spinach ricotta pie

For some reason, pie crust has been coming up a lot lately.
“I just can’t do pie crust!”
I kid you not. I have heard this four times in the last week.

I wouldn’t call myself a pie crust master (if only I were master of anything except this mess!), but I no longer get an anxious clench in my stomach when I pull out my rolling pin. And I’d say maybe 4 times out of 5, the crust is damn good. So, I’m getting there. Those other 1 out of 5 crusts are usually hard as a rock, but we won’t talk about those, at least not today.

Some people who don’t do the pie crust thing just avoid the whole topic altogether. They say they like frittatas better than quiches anyway, and they make crisps instead of pies. I have certainly gone this route, but, like I said, the rolling pin and I are getting to be better friends.

But then there is the other option. There is, ahem, the frozen pie crust.
As I’ve mentioned here before, this is the crust on which I was raised. My mother’s brand of choice was, and still is, called Orenoke. To this day, I hand her a piece of pie made in my own crust, and the best I can get out of her is “yeah, it’s pretty good.”
I guess I can’t really blame her. She just loves that Orenoke pie crust.

Honestly, I think if frozen pie crust is your thing, use it! I say that guilt and the kitchen don’t mix. We do what we can, and if it works, then amen to that.
But for those of you who might like to try their hand at pie crust again, or for the first time, I’m thinking we should do a little work together here. Yeah? Maybe next week, after those peas are in the ground? It’s supposed to rain a little bit here, and I’m thinking that will be a good time. I could use a date with that rolling pin.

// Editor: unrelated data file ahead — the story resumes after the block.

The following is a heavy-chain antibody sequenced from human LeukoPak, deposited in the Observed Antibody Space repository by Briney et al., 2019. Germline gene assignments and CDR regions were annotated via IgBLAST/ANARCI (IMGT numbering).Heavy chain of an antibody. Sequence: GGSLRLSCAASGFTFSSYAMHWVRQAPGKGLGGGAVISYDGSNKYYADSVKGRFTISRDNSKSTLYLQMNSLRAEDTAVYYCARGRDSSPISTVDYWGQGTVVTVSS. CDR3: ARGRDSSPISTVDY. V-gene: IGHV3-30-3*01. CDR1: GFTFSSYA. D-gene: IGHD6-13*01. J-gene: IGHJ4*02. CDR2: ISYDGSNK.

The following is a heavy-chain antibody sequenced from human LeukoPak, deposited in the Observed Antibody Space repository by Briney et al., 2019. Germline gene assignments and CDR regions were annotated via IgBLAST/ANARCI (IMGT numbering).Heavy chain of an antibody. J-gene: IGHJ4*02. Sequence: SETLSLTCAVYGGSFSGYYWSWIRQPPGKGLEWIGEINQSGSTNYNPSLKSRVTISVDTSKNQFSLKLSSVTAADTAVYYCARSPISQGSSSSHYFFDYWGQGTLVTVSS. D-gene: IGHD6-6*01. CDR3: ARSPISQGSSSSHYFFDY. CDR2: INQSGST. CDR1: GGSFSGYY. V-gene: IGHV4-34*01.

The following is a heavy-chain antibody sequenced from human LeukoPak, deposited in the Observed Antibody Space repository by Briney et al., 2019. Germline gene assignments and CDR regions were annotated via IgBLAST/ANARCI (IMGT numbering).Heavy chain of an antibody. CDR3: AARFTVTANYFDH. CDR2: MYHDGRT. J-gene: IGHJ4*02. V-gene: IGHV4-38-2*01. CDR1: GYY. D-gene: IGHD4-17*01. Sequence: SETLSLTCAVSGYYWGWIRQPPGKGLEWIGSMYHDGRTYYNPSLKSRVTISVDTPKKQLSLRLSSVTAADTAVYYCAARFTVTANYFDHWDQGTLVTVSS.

I’ve got a couple of tricks, and I’m guessing you might too. Will you help out? Together, we might just master this thing.

So what do you think? Are you in? It might be good to get a handle on it before berry season comes around. When there are that many strawberries, it’s good to have options.

Just to get started, I’ve got a pie for you today. This was one of my mother’s favorites when I was growing up, and she brought it to every single potluck dinner that I can remember. Of course, the crust was always Orenoke. So, if you want to wait until our little pie crust session to get the rolling pin out, go ahead and use that frozen pie crust. My mother would say it’s better that way, anyway.

Spinach Ricotta Pie
adapted from Mollie Katzen, Moosewood Cookbook

1 recipe all-butter pie crust, single crust, or a frozen pie crust, or what have you
1 pound ricotta cheese
3 beaten eggs
1/2 pound chopped spinach, fresh or frozen
1 small, diced onion
3 tablespoons flour
1/2 cup grated cheddar cheese
dash nutmeg
paprika, for the top
salt and pepper
1 tablespoon butter
1 cup sour cream

Prepare the pie crust and lay into a buttered 9-inch pie pan. Preheat the oven to 375 degrees. In a small skillet or sautee pan, melt the butter. Add the onion. When the onion is translucent, add the spinach (if it is frozen, you can put it right in there). Cook for about 2 minutes over medium heat, stirring frequently. Add a pinch of salt and a dash of pepper. Remove from heat.
In a medium mixing bowl, combine the spinach mixture, ricotta, eggs, flour, cheese and nutmeg. Spread into unbaked pie shell.
Top with one cup sour cream, spread to the edges of the crust with a rubber spatula. Top with a generous sprinkling of paprika.

Bake for 40-50 minutes.


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